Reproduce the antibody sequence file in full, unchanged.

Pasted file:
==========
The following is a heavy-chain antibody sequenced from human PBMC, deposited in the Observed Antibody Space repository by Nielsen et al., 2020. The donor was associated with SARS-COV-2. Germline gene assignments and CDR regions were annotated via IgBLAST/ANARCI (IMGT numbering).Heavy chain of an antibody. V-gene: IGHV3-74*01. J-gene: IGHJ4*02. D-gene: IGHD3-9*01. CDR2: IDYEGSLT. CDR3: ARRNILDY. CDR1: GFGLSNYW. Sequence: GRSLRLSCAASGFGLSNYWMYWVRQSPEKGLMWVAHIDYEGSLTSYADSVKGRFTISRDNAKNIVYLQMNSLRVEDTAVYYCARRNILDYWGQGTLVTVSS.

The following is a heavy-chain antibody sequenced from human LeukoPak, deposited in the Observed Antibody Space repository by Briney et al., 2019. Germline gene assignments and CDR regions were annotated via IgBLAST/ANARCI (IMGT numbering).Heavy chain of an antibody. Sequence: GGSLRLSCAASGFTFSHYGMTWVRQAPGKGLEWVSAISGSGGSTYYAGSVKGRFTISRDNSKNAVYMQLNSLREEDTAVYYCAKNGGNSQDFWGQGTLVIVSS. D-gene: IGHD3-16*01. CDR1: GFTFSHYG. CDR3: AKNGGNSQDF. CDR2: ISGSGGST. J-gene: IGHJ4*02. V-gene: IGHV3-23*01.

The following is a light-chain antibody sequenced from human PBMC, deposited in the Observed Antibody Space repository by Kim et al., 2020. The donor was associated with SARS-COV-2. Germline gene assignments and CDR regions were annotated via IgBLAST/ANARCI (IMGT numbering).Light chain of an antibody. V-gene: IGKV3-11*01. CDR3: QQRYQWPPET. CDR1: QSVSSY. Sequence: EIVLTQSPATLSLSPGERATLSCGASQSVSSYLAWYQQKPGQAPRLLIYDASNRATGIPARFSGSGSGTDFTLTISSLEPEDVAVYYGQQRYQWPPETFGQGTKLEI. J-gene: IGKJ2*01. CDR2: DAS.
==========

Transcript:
The following is a heavy-chain antibody sequenced from human PBMC, deposited in the Observed Antibody Space repository by Nielsen et al., 2020. The donor was associated with SARS-COV-2. Germline gene assignments and CDR regions were annotated via IgBLAST/ANARCI (IMGT numbering).Heavy chain of an antibody. V-gene: IGHV3-74*01. J-gene: IGHJ4*02. D-gene: IGHD3-9*01. CDR2: IDYEGSLT. CDR3: ARRNILDY. CDR1: GFGLSNYW. Sequence: GRSLRLSCAASGFGLSNYWMYWVRQSPEKGLMWVAHIDYEGSLTSYADSVKGRFTISRDNAKNIVYLQMNSLRVEDTAVYYCARRNILDYWGQGTLVTVSS.

The following is a heavy-chain antibody sequenced from human LeukoPak, deposited in the Observed Antibody Space repository by Briney et al., 2019. Germline gene assignments and CDR regions were annotated via IgBLAST/ANARCI (IMGT numbering).Heavy chain of an antibody. Sequence: GGSLRLSCAASGFTFSHYGMTWVRQAPGKGLEWVSAISGSGGSTYYAGSVKGRFTISRDNSKNAVYMQLNSLREEDTAVYYCAKNGGNSQDFWGQGTLVIVSS. D-gene: IGHD3-16*01. CDR1: GFTFSHYG. CDR3: AKNGGNSQDF. CDR2: ISGSGGST. J-gene: IGHJ4*02. V-gene: IGHV3-23*01.

The following is a light-chain antibody sequenced from human PBMC, deposited in the Observed Antibody Space repository by Kim et al., 2020. The donor was associated with SARS-COV-2. Germline gene assignments and CDR regions were annotated via IgBLAST/ANARCI (IMGT numbering).Light chain of an antibody. V-gene: IGKV3-11*01. CDR3: QQRYQWPPET. CDR1: QSVSSY. Sequence: EIVLTQSPATLSLSPGERATLSCGASQSVSSYLAWYQQKPGQAPRLLIYDASNRATGIPARFSGSGSGTDFTLTISSLEPEDVAVYYGQQRYQWPPETFGQGTKLEI. J-gene: IGKJ2*01. CDR2: DAS.